How to survive your startup's first year

Your first year as an entrepreneur can be terrifying. Here's how to make it less so.

The bottom line about a startup's first year is that it's very scary. There are two aspects of fear that will trail you the whole year. The first is fear of failure. What if you tell everyone you're starting a company and then you can't and you feel stupid for years afterward? The other aspect of fear is financial: What if you run out of money and have to work at McDonald's?

These are extreme versions of fear, of course, but they still make the first year of a startup very difficult pyschologically. Here are ways to make those worries less prevalent so you can focus on the real task at hand, which is building a company from the ground up.

Pick your location carefully

Look, you don't need to be in Silicon Valley to start a company. In fact, it might be the worst place to be. Here's why: The benefits to Silicon Valley are a huge network of people to hire and of people to fund you. The problem is that you don't need either of those things when you are starting a company. In fact, you need time and space to figure out what, exactly, your company is doing. Getting traction is very hard. You need as much time as possible to get that traction.

To get that time, you need money. So you should pick a place to live that will allow you the most ramp-up time. This means you need to stop spending money.

When you look at cost of living indexes you don't see the whole picture. Rents are about the same in Evanston, Illinois as they are in Palo Alto, because Evanston is a college town and the market is inflated. But what the cost-of-living indexes don’t show is that culturally, Evanston is much cheaper. People don't have $100 dinners. People don't fly to New York for the weekend. People don't wear Prada. Live near people who don't spend money, and you’ll be able to conserve money, giving you more ramp-up time.

Prepare your family.

Really, the advice in this regard should be simply not to have a family. Startups do not go well with families. The upside to your family is that you could end up with a business that makes a lot of money and affords you very flexible hours. The likelihood that that will happen before your spouse divorces you is not very good.

To increase the chances that you’ll stay married, start by warning your family ahead of time that you are devoting a year, at least, to getting your company off the ground. And then negotiate boundaries that will make your spouse happy, and that you will be able to adhere to no matter what. You can do it. Even Mark Zuckerberg committed to three hours of alone time a week (not at the office!) to his girlfriend while he was building Facebook.

Don’t count on funding.

Yes, it's true that good ideas get funded. However people do not have good ideas right out of the gate. A startup idea is like a ball of clay that you have to sculpt. Your first year is probably going to be a lot of sculpting. So it'll be great if you do get funding, but if you count on it then you are probably going to pin yourself against a wall.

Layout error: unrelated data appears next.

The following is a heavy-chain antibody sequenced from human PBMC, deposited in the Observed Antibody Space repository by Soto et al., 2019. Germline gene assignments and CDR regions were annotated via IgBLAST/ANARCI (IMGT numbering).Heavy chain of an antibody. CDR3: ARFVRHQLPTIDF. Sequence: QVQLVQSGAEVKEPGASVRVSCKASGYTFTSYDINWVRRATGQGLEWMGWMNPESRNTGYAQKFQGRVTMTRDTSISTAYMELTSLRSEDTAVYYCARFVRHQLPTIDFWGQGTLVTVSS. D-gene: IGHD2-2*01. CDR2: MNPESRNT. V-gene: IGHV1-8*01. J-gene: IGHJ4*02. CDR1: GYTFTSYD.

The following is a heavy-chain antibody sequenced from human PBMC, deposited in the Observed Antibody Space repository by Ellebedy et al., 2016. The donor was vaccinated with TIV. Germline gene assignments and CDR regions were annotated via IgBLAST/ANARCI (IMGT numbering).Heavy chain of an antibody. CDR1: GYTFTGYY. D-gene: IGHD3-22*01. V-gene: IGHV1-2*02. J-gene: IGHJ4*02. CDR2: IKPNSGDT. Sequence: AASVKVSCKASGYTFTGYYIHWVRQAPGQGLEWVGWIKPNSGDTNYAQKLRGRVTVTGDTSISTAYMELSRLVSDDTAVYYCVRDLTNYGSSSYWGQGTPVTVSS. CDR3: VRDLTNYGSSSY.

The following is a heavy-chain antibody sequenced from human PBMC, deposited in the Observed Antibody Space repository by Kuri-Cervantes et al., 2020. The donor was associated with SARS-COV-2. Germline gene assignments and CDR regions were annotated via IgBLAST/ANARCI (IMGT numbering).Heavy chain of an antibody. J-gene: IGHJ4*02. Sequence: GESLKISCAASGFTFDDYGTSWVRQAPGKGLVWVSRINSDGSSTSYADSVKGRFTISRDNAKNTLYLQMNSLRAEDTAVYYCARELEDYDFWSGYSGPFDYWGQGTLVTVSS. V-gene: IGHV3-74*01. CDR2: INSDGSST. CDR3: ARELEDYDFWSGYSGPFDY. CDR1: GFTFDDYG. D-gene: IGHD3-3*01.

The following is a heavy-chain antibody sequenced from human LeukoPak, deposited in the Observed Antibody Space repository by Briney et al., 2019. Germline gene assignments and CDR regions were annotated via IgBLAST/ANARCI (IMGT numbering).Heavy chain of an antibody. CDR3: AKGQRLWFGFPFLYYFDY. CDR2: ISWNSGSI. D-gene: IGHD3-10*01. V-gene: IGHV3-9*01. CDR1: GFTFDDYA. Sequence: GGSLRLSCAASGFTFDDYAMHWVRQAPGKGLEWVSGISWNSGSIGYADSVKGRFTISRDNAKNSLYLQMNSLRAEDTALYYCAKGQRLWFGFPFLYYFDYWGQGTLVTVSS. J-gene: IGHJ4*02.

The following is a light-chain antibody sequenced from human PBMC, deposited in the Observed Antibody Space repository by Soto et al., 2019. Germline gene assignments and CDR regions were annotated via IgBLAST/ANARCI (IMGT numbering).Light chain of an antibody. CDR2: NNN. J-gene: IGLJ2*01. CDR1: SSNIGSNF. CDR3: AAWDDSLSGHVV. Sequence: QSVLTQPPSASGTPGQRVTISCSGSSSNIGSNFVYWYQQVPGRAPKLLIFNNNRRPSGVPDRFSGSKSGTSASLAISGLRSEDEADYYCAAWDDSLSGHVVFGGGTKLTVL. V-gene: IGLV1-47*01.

Most investors want to see you hit milestones before they fund you, and you can't hit milestones before you have your idea in place. That means the first year will be lots of meetings with investors who want to watch while you run the company. They want to hear about what you're doing, but they are not ready to put money in. If you are desperate for money investors start to worry that you don't know how to run a business. It's not fair, I know. Because you will feel like you could run the business—if only you had money. The truth is that the first year is a sort of hazing period. If you can get through that, then investors will believe you can get through a lot.

But you've got to get through that first year without expecting funding.

Get sleep

Here is one link, out of ten billion links, about how important sleep is. You need sleep to be creative, to manage your emotions, and to make good decisions quickly. It's a myth that startup founders don't sleep. They couldn't make it through that first year without sleep. They just don't sleep regular hours, because they don't have to. They are too enmeshed in their company, and too isolated from the world, to adhere to everyone else’s time conventions. Founders get sleep. It's just that they do it at the office, or at inappropriate times, or at odd intervals.

Don't be fooled by the crazy stories of all-nighters. Those nights are always followed by all-day sleep-a-thons.

So pay heed to the research about how regular sleep is better for your brain than random sleep. You will need to sleep, so you might as well make it predictable so that your brain can work at its optimal capacity. Because believe me, you'll need all the brain power you can muster: That first year is really hard.

More from Inc.com:

Loading...
See all articles from Inc

Friend's Activity